This story was updated with details of the 2018 lunar eclipse.
Have you ever stared at a rising full moon and felt the crushing realization of how small and alone you are in the universe? Just wait a few hours, and you might feel a little less small.
If you’ve ever noticed that the moon seems bigger when it’s rising than when it’s high up in the sky, NASA has an easy way to prove that’s just an illusion. And with this week bringing the 21st century’s longest lunar eclipse, now’s a good time to try.
We can blame our brains for tricking us into seeing the moon as more round and full when it’s rising. NASA suggests a DIY test to demonstrate that it’s all just a game our minds are playing on us.
First, photograph the moon as it starts rising just above a distant horizon. Then, photograph it again a couple of hours later (NASA advises using a camera with a long telephoto lens). Although the lower moon might look a bit more squashed, when you measure the horizontal diameters of the two moons, they will be the same. Writes NASA:
The squashed-looking Moon will also have a much warmer tint than the high Moon. This is due to the low Moon’s light passing through more of Earth’s atmosphere than the high Moon’s light. That squashed look is due to Earth’s atmosphere behaving like a weak lens with moonlight being bent more near the horizon than it is slightly higher above the horizon.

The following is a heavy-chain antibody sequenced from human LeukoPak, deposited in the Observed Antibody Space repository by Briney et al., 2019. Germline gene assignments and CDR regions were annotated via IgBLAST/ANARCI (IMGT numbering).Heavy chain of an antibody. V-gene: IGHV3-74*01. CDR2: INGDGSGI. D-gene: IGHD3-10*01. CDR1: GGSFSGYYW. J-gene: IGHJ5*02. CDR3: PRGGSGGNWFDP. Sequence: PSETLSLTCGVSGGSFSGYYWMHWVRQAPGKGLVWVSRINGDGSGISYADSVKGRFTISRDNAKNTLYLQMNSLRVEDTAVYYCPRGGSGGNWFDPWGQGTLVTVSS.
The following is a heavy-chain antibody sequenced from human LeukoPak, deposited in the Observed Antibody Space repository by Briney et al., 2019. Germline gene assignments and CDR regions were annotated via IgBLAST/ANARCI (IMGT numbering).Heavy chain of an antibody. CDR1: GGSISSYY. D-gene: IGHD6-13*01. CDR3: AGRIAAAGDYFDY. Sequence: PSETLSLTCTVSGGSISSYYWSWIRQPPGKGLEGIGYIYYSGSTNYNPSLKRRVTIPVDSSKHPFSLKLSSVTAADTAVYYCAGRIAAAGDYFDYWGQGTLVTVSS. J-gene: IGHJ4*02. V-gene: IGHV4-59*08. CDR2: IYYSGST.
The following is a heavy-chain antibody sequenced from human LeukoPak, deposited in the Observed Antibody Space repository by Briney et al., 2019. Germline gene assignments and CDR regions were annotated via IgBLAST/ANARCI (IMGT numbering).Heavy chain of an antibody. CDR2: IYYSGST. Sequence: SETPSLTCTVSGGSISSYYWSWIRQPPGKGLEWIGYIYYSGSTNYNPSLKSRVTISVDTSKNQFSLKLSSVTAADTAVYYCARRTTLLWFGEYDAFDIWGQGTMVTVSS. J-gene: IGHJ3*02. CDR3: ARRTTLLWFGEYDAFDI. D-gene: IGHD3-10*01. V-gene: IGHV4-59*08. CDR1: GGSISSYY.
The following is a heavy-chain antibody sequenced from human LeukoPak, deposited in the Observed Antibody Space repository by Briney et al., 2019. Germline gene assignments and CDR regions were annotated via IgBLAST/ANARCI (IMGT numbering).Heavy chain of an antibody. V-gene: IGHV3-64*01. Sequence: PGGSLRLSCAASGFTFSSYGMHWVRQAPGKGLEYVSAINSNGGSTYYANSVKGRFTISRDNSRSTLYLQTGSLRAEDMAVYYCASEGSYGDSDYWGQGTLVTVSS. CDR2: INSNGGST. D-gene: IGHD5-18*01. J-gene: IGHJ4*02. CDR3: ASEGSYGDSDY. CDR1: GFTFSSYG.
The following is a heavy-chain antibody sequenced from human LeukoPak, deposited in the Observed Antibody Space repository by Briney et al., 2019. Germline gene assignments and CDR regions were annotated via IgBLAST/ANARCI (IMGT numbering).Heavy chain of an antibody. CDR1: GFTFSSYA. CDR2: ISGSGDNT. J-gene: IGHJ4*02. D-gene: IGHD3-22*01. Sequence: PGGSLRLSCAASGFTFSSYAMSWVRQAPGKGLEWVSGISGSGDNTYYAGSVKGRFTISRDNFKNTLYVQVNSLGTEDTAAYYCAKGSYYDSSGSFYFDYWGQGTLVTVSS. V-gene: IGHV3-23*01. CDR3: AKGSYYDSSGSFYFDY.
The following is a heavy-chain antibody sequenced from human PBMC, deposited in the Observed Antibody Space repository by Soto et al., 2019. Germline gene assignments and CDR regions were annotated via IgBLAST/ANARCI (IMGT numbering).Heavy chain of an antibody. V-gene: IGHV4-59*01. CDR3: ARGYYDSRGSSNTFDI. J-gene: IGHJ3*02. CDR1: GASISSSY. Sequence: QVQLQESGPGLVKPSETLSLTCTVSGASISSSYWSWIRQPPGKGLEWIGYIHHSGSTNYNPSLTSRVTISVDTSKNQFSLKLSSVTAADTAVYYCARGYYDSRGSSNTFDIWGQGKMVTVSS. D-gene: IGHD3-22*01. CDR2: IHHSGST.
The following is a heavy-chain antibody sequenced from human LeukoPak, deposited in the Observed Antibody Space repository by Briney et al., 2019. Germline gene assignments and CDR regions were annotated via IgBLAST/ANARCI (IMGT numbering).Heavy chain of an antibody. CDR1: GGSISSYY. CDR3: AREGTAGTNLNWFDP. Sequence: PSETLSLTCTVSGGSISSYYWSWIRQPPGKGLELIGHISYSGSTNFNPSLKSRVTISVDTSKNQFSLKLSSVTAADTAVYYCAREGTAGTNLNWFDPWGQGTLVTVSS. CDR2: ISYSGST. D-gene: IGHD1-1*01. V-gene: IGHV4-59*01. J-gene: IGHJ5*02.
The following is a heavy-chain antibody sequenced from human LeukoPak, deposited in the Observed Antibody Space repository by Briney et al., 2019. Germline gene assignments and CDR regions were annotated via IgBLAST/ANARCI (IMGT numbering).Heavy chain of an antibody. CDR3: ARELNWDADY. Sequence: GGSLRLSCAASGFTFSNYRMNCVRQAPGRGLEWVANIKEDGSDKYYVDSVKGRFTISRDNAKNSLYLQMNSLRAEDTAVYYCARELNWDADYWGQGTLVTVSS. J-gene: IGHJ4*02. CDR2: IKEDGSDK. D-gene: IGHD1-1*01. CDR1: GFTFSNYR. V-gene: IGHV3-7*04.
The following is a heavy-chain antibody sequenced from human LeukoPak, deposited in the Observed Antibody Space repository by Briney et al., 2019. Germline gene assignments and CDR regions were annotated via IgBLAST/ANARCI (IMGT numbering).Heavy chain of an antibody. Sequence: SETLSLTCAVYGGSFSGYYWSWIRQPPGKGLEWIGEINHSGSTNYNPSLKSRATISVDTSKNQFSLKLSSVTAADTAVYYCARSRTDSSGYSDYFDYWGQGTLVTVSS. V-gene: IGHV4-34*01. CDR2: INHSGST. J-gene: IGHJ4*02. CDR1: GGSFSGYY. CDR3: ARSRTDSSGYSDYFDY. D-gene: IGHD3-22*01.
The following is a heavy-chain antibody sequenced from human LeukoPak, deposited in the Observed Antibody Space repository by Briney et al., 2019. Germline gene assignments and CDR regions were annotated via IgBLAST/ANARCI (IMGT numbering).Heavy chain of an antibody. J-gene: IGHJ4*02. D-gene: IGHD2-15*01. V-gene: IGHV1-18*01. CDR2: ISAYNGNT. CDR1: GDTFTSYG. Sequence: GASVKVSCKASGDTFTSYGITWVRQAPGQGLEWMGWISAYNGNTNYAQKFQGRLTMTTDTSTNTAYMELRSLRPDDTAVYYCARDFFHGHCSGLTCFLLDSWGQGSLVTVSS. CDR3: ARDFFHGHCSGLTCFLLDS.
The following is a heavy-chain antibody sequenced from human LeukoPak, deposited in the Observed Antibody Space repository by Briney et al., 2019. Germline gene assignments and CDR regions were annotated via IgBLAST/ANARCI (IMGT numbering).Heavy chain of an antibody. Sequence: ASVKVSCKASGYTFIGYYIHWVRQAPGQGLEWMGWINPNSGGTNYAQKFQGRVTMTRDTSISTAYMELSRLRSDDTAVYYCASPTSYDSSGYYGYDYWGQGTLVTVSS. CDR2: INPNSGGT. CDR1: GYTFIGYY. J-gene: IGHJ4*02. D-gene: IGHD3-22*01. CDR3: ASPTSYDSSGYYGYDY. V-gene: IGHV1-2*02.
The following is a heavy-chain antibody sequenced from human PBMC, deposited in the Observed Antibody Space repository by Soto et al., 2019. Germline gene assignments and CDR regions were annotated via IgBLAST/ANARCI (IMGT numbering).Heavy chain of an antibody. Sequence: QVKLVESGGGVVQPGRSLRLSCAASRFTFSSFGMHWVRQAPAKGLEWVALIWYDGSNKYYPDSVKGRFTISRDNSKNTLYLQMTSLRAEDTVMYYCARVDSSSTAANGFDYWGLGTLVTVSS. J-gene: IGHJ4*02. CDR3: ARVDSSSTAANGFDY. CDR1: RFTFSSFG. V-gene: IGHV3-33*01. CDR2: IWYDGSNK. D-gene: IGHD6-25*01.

Ideally, you can use a tripod and cable release to capture your pictures, and NASA has other tips for taking the best pictures, including suggestions on shutter speeds and exposure bracketing. You can try this nifty test out with any full moon, or for the next two supermoons happening in January.
If you don’t have a camera, you can do the same test with a rolled sheet of paper, following these instructions from Sky and Telescope.